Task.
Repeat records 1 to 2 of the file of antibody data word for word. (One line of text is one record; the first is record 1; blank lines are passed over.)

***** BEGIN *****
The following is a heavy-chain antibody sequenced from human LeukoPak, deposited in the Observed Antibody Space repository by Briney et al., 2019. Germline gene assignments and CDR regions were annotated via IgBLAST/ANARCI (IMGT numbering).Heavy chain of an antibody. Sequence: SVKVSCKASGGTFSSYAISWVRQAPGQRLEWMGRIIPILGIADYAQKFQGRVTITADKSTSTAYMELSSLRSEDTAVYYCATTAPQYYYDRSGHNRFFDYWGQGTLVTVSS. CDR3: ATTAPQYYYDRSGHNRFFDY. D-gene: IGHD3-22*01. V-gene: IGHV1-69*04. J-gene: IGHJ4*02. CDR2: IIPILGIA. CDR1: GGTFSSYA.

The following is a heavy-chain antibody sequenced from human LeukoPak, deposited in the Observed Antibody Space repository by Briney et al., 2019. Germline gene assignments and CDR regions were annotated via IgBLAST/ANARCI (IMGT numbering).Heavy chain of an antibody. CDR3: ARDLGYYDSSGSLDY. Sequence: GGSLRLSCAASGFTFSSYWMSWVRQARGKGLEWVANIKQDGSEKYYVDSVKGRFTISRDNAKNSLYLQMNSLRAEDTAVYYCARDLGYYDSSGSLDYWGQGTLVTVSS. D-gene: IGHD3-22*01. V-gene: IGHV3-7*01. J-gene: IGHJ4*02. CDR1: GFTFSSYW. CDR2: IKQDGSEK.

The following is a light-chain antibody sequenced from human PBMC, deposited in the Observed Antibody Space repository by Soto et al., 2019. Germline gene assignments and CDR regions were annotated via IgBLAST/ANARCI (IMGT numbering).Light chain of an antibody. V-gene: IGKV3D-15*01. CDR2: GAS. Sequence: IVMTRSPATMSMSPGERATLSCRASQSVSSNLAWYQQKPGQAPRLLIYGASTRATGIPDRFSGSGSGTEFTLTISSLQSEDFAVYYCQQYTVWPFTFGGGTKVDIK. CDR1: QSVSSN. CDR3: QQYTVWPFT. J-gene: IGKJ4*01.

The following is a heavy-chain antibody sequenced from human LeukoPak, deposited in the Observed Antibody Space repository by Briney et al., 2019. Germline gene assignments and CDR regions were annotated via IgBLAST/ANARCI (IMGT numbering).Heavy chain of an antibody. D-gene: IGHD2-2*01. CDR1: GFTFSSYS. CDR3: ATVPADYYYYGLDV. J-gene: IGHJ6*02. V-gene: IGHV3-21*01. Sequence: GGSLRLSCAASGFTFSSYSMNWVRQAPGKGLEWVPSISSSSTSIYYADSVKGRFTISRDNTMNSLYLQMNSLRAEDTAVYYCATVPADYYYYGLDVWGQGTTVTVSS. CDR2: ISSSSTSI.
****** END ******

The following is a heavy-chain antibody sequenced from human LeukoPak, deposited in the Observed Antibody Space repository by Briney et al., 2019. Germline gene assignments and CDR regions were annotated via IgBLAST/ANARCI (IMGT numbering).Heavy chain of an antibody. Sequence: SVKVSCKASGGTFSSYAISWVRQAPGQRLEWMGRIIPILGIADYAQKFQGRVTITADKSTSTAYMELSSLRSEDTAVYYCATTAPQYYYDRSGHNRFFDYWGQGTLVTVSS. CDR3: ATTAPQYYYDRSGHNRFFDY. D-gene: IGHD3-22*01. V-gene: IGHV1-69*04. J-gene: IGHJ4*02. CDR2: IIPILGIA. CDR1: GGTFSSYA.

The following is a heavy-chain antibody sequenced from human LeukoPak, deposited in the Observed Antibody Space repository by Briney et al., 2019. Germline gene assignments and CDR regions were annotated via IgBLAST/ANARCI (IMGT numbering).Heavy chain of an antibody. CDR3: ARDLGYYDSSGSLDY. Sequence: GGSLRLSCAASGFTFSSYWMSWVRQARGKGLEWVANIKQDGSEKYYVDSVKGRFTISRDNAKNSLYLQMNSLRAEDTAVYYCARDLGYYDSSGSLDYWGQGTLVTVSS. D-gene: IGHD3-22*01. V-gene: IGHV3-7*01. J-gene: IGHJ4*02. CDR1: GFTFSSYW. CDR2: IKQDGSEK.